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Will Ukraine win the war against Russia? What difference will the Leopard 2 tanks make?

Ukraine could win the war against Russia this year but may not be able to because Western military support is “too little and too late,” a military expert said today.

JUSTIN BRONK, a research fellow at the Royal United Services Institute in London, analyzed the latest situation in an article for MailOnline today as Ukraine prepares for a crucial spring and summer offensive.

It comes as Germany has finally agreed to supply Ukraine with 14 Leopard 2 tanks, after the decision was delayed for months. An announcement from the US is expected later today.

Bronk said if Ukrainian President Volodymyr Zelensky’s troops can field new armored vehicles by early spring, they could make “decisive breakthroughs” against Russia without suffering “crippling infantry losses.”

The expert said Ukraine has a chance of winning the war in 2023, but “if it can’t seize it because Western support comes too little, too late’, then ‘the opportunity may not come again’.

JUSTIN BRONK, a research fellow at the Royal United Services Institute in London, analyzed the latest situation in an article for MailOnline today as Ukraine prepares for a crucial spring and summer offensive

After nearly two months of brutal but more geographically limited battles in Ukraine, both sides appear to be joining forces for new offensives.

Russian troops have lost many thousands killed and wounded in repeated attacks on the towns of Soledar and Bakhmut.

They have used heavy artillery and infantry strikes to force slow, extremely costly advances across muddy trenches with shells that are in many ways similar to World War I.

But Ukraine has also suffered heavy losses defending these areas of the Donbas, but nevertheless one of the key elements of both sides’ strategies has been to try to limit the number of troops they deploy.

Ukraine ended 2022 with two resoundingly successful counter-offensives, in the north and south. In the north, Kharkiv Oblast was liberated, along with the cities of Kupiansk, Izyum, and Lyman.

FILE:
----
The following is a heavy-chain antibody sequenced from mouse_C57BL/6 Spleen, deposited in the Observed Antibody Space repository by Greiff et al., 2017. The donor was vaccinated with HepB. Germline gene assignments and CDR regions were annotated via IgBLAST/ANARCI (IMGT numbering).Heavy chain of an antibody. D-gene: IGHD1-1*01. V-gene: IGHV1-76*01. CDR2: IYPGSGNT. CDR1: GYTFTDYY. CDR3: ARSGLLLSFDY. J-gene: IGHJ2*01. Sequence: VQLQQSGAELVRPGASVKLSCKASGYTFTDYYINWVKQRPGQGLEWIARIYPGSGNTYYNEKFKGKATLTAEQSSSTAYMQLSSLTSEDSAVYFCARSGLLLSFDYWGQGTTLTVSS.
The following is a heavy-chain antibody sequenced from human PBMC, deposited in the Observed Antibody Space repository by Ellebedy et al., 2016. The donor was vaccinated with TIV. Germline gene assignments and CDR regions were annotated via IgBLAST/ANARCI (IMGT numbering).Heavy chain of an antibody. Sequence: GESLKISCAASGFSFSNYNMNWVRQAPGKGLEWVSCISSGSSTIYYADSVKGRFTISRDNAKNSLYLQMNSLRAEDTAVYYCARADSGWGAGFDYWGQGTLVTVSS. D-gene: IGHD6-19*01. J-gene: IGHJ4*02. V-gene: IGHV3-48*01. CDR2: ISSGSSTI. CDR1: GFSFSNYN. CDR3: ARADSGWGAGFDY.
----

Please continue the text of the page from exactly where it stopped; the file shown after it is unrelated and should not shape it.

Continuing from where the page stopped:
Meanwhile, in the south, most of the Kherson region was liberated, including the capital, as the Russian army was crushed and eventually forced to withdraw from the western bank of the Dnipro River.

But the effort came at heavy casualties, especially among Ukraine’s elite brigades capable of large-scale mobile offensive operations.

Similarly, Russian casualties have been extremely high, with recent Norwegian intelligence estimates suggesting that around 180,000 Russian troops have been killed, badly wounded or captured since the start of the invasion.

Bronk believes Ukraine could beat Russia this year, but Western support would be vital.  Pictured: Ukrainian soldiers fire on Russian positions near the town of Bakhmut in the Donetsk region yesterday

Bronk believes Ukraine could beat Russia this year, but Western support would be vital.  Pictured: Ukrainian soldiers fire on Russian positions near the town of Bakhmut in the Donetsk region yesterday

Bronk believes Ukraine could beat Russia this year, but Western support would be vital. Pictured: Ukrainian soldiers fire on Russian positions near the town of Bakhmut in the Donetsk region yesterday

Smoke rises after shelling in Soledar, site of heavy fighting with Russian troops in Ukraine's Donetsk region

Smoke rises after shelling in Soledar, site of heavy fighting with Russian troops in Ukraine's Donetsk region

Smoke rises after shelling in Soledar, site of heavy fighting with Russian troops in Ukraine’s Donetsk region

That’s why both sides have tried to disrupt each other’s efforts to rebuild their forces this winter with fresh recruits and new equipment, in a bid to be the first to regain the initiative in the spring.

Russia has mobilized about 300,000 new recruits as of the end of September 2022; about half were immediately sent to Ukraine to stabilize the front lines so successfully turned back by Ukrainian forces.

The troops quickly sent there had very little opportunity for training and often very poor equipment, so they suffered terrible losses in winter battles and have poor morale.

However, the other 150,000 or so have been training since September and are receiving tanks, artillery and armored vehicles to form new units.

These will likely be used to mount another Russian attack in February, with a more ambitious goal than the heavy fighting around Bakhmut and Soledar in recent months.

They will not have had time to become good soldiers or professional units, but will be much more capable than the new conscripts thrown into the lines before Christmas.

In addition, Russia is preparing for another wave of mobilization, reportedly aimed at generating up to 500,000 additional recruits for more unit generation.